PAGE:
20. Sarah says:

    I have personally written to Avon, Estee Lauder, as well as Mary Kay stating that I will spread this message to everyone I know personally so people move away from funding these sick entities. I hope other people will too. Change comes from action. Period. Chemicals produced in factories are meant for factory purposes only. Not the human skin. Not animal skin. It is not natural and not logical.

    They wouldn't have to test on animals if their products used ingredients that came from the natural world. Instead, their products contain chemicals that are manufactured in test-tubes, are so volatile that they need a chemistry lab and factory to be contained and stored. Chemicals that are so damaging and disruptive to the human and animal system that they aren't found in nature. Things like Propylparabens, Oxybenzones and Benzyl Salicylate.

    Afterall, safety comes first for both humans and animals and if they can't put it on their own skin first, then they shouldn't put it on the skin of other living and breathing creatures and then market it up saying that it is safe, gentle, natural or effective for attaining beautiful and radiant skin…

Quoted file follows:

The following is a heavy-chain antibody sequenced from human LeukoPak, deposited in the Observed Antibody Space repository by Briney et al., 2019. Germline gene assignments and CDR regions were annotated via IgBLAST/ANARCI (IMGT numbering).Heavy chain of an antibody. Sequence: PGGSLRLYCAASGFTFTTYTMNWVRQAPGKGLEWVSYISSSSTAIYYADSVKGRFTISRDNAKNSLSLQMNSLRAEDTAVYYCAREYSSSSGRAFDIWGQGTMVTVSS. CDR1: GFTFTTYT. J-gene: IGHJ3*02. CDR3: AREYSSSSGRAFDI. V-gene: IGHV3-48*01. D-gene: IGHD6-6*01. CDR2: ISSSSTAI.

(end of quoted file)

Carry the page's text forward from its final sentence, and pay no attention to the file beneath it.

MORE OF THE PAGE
They feel pain, they suffer. Period. This isn't promoting health. This is promoting a massive sickness.

  21. Autumn says:

    China is at fault requiring the testing.

  22. Autumn says:

    China is doing the testing in China unless of course the companies sell out and give China control of their products. Maybe everyone needs to boycott China instead.

  23. Donna says:

    There is such a lack of reading comprehension in this thread. It is very simple people. If Avon, Mary Kay, and Estee Lauder or any cosmetics company wants to sell their products in China local laws require these companies to have their products tested on animals BEFORE THE Y SELL TO THE PUBLIC. The Snopes link explains this if readers bother to go past the first two lines of the article. SHEESH!!!

  24. Melanie says:

    Mary Kay does not test on animals, nor do they pay anyone to do so, nor do they condone this action.
    http://m.marykay.com/en-US/about-mary-kay/socialr

  25. Natalie says:

    Kimberly, are you positive that all of these companies export all of the products that are sold in the Chinese market? Do none of these companies produce products within China at separate facilities? If they do, it may not necessarily exempt them from doing animal testing, but may challenge your logic that US companies' products must be subject to animal testing simply because they are imported.